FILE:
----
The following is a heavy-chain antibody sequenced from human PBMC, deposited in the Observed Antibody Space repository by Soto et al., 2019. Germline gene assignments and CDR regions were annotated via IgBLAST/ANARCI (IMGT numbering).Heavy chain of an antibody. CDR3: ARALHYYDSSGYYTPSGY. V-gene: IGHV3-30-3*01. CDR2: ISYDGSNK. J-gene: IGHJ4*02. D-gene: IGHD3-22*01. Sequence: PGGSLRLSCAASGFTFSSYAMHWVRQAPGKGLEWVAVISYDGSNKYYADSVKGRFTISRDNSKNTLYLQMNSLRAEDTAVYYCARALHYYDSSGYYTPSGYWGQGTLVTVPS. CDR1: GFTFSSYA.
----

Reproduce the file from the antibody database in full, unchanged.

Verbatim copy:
The following is a heavy-chain antibody sequenced from human PBMC, deposited in the Observed Antibody Space repository by Soto et al., 2019. Germline gene assignments and CDR regions were annotated via IgBLAST/ANARCI (IMGT numbering).Heavy chain of an antibody. CDR3: ARALHYYDSSGYYTPSGY. V-gene: IGHV3-30-3*01. CDR2: ISYDGSNK. J-gene: IGHJ4*02. D-gene: IGHD3-22*01. Sequence: PGGSLRLSCAASGFTFSSYAMHWVRQAPGKGLEWVAVISYDGSNKYYADSVKGRFTISRDNSKNTLYLQMNSLRAEDTAVYYCARALHYYDSSGYYTPSGYWGQGTLVTVPS. CDR1: GFTFSSYA.